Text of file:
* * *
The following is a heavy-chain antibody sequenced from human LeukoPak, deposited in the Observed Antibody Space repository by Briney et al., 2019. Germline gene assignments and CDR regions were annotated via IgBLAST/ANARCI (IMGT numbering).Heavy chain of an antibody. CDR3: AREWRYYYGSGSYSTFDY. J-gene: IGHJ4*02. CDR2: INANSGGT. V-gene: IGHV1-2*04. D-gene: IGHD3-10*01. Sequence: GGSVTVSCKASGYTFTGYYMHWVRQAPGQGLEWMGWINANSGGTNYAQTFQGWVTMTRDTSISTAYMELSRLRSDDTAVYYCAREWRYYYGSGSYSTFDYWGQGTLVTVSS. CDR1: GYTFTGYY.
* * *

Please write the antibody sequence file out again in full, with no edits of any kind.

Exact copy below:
The following is a heavy-chain antibody sequenced from human LeukoPak, deposited in the Observed Antibody Space repository by Briney et al., 2019. Germline gene assignments and CDR regions were annotated via IgBLAST/ANARCI (IMGT numbering).Heavy chain of an antibody. CDR3: AREWRYYYGSGSYSTFDY. J-gene: IGHJ4*02. CDR2: INANSGGT. V-gene: IGHV1-2*04. D-gene: IGHD3-10*01. Sequence: GGSVTVSCKASGYTFTGYYMHWVRQAPGQGLEWMGWINANSGGTNYAQTFQGWVTMTRDTSISTAYMELSRLRSDDTAVYYCAREWRYYYGSGSYSTFDYWGQGTLVTVSS. CDR1: GYTFTGYY.